with a 'tunable' parameter $\eta$, and constraint wall 'hardness' $C$ which we send to infinity as we solve a sequence of problems. That is, let $\{C_k\}$ be a sequence such that $C_k\to \infty$ then we solve the sequence of problems
$$ x^{(k)} = \min_x\mathcal{L}(x; c, R, C_k) $$
and take the trajectory
$$ x^* = \lim_{k\to\infty} x^{(k)} $$
in the limit. Why do we do this? Because the derivative of $\mathcal{L}$ vanishes as $C\to\infty$ for the hard constraints. This can be seen in the picture above, by looking at the left side; as $C$ becomes large, the function becomes essentially flat when $x<0$ and $x>0$. This is generally bad, since, if we were to optimize directly for some very large $C$ which goes through the interior of an obstacle, we would be near a point where the derivative nearly vanishes even though we're inside of an obstacle!
This is totally infeasible for our problem and we cannot sidestep this issue in an obvious way using general optimization tools. So we're forced to do the Next Best Thing™, which is to perform this cooling schedule idea while optimizing over the objective.^{1}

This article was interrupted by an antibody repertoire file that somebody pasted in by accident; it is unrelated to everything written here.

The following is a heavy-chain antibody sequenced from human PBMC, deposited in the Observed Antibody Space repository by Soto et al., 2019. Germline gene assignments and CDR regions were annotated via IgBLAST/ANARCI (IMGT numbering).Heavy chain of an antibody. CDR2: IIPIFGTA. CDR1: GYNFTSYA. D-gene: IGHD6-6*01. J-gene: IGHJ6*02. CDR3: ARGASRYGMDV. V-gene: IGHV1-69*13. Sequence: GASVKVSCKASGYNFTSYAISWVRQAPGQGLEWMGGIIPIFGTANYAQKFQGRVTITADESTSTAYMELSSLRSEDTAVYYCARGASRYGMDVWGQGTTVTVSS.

Anyways, optimizing this function somewhat successfully with some decent cooling schedule (which is the subject of the next post) yields a cute movie that looks like the following
Don't be fooled, though: there's plenty of little experiments that didn't work out while making this. Robustness is a huge reason why optimizing just this objective would take way too long and, hence, why we require the heuristics mentioned above (and which I'll soon discuss!).
A general overview of the code (with more details and implementation) can be found in the StanfordAIR Github repo.
As given before, we can create feasible trajectories which do not have this problem by discretization methods—this helps out quite a bit since, for complicated trajectories where a lot of the initial path intersects obstacles, most of the time is spent on either (a) making a good cooling schedule for $C$ or (b) escaping the minima which include local obstacles. I'll discuss these methods in a later post. ↩